It’s not necessary to know any of this to see and enjoy a Wooster Group performance. And even knowing these things doesn’t necessarily explain what you’re watching. It just makes this dense, vibrant, multilayered work that much more alive with mystery.


R.I.P Hal Holbrook

February 4, 2021

In 2009 Lincoln Center Theater celebrated its 50th anniversary, and I was asked to interview  some of the actors who had appeared on those stages for an article to be published in the excellent Lincoln Center Theater Review. What a plum assignment! I got to speak to 12 of the most impressive performers I’ve ever seen in my life: Kelli O’Hara, Billy Crudup, Leleti Khumalo (the South African actress who starred in Sarafina! as a teenager), Amy Irving, Patti LuPone, Kevin Kline, Philip Bosco, Audra McDonald, Cherry Jones, Sam Waterston, Meryl Streep, and Hal Holbrook. (Okay, I didn’t actually get to speak to Meryl Streep – she submitted her perfectly formulated remembrances of LCT by email.)

I’ve interviewed a couple of hundred actors over the years, usually when they were promoting a movie or show they were in. This occasion generated a very different kind of conversation, sprinkled with quirky, mundane details from the life of an actor. Many of the things these actors said to me were incredibly moving, vulnerable, and unexpected. None more so than Hal Holbrook, who died last week at the age of 95. Holbrook of course is best-known for portraying Mark Twain in a widely produced one-man show and for playing any number of august roles (including Abraham Lincoln) in movies and on television. He played that kind of savvy paterfamilias in Wendy Wasserstein’s An American Daughter, which Lincoln Center Theater produced on Broadway. But our interview for this article centered on his involvement at the very beginning of Lincoln Center Theater, when he spent two seasons as a member of Lincoln Center Repertory Company, one of the many valiant yet ultimately unsuccessful attempts to create an American national theater with a resident acting company. The company was launched with great fanfare under the leadership of director Elia Kazan (famous for staging Death of a Salesman  and A Streetcar Named Desire) and esteemed Broadway producer Robert Whitehead, with director/critic/Group Theater co-founder Harold Clurman as executive consultant. When the first season didn’t get great reviews, Kazan and Whitehead got axed. Herbert Blau and Jules Irving (Amy’s father), who had been running San Francisco’s prestigious Actors Workshop, came in with their own acting ensemble and got rid of the previous company members, including Holbrook. [NB: The company for that first season included, among others, Faye Dunaway, Roy Scheider, Laurence Luckinbill, John Philip Law, Graham Jarvis, Salome Jens, Joyce Ebert, Tony LoBianco, Harold Scott, James Greene, and Crystal Field.]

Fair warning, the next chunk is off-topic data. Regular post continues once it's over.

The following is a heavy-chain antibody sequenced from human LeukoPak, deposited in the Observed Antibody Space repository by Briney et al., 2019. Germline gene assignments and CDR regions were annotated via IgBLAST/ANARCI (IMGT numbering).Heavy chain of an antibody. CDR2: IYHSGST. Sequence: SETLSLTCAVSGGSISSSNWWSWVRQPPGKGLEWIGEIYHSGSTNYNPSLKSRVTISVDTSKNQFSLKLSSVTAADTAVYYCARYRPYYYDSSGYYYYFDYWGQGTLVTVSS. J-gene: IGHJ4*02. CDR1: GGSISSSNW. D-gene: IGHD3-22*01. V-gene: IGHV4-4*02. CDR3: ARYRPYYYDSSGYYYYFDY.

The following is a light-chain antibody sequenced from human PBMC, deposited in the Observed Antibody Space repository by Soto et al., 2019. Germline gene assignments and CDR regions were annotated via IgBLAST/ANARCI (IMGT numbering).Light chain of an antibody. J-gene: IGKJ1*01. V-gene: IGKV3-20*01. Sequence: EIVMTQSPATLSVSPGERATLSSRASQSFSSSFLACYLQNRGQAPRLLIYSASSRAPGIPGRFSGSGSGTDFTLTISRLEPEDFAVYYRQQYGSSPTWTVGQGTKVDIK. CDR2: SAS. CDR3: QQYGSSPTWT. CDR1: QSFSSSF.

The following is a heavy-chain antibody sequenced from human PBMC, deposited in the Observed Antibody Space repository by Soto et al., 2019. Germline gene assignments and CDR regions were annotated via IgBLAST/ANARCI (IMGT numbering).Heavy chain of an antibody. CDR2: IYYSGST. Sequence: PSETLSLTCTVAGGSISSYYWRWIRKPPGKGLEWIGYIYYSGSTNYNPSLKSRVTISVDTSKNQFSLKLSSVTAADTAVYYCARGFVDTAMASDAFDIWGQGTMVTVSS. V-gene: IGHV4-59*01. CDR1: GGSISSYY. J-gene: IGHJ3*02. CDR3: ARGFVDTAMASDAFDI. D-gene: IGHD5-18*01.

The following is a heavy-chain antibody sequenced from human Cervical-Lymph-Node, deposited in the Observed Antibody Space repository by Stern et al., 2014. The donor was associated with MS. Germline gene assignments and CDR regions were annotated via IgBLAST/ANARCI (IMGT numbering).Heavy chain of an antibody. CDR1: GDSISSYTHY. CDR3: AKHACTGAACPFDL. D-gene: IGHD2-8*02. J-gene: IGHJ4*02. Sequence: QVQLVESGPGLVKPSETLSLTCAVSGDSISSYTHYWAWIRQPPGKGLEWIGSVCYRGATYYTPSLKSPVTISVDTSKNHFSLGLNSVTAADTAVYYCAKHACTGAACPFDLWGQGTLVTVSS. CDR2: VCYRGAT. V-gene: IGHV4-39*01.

Fifty years later, after all the roads he’d traveled, all the roles he’d played, and all the acclaim he’d received, Holbrook recalled those early days at Lincoln Center with a vivid sense of hurt and disappointment at how he was treated, which I found very touching. He also conjured poignant memories of working with Barbara Loden and Elia Kazan. I used only a very few lines from the interview in the article that was published, which you can read in full online. I offer here the full transcript as a tiny portrait of Holbrook not as Broadway/Hollywood celebrity but as a working actor with a strong commitment to the ideal of repertory theater.

Phone interview with Hal Holbrook, Jan 15, 2009:

An American Daughter had almost nothing to do with Lincoln Center. We rehearsed at Julliard and performed at the Cort Theater on Broadway under the banner of Lincoln Center Theater.

My main Lincoln Center experience was the beginning of the Lincoln Center Repertory Company. It’s a sad memory for me because it was something that I poured my heart and soul into. I wanted really bad to be a part of it and stay a part of it. They wouldn’t let me. I was forced out of the company by [Herbert] Blau and [Jules] Irving. Very upsetting. It was too bad what happened to that company. It was just beginning to come alive in the second year and they killed it off before it had a chance to flower.

The first year down there [1964-65] it was a very cold place. I don’t know if this is what interests you. When you came into the backstage door, my dressing room was with David Wayne at the very far end. You’d walk down that long cement corridor past door after door. Nobody said hello. It was not…it wasn’t the kind of theatrical company that you expect to have. Where everybody relates to each other and tries to be cheerful and helpful. It wasn’t that way. Why? I dunno. All kinds of reasons I suppose. A lot of the younger people were disappointed because they’d been promised a lot of stuff that never came true. There wasn’t the coming together, the feeling of a company that you above all wanted to have to start what’s supposed to be the great repertory company of the American theater. That’s a heavy load to dump on the shoulders of these people.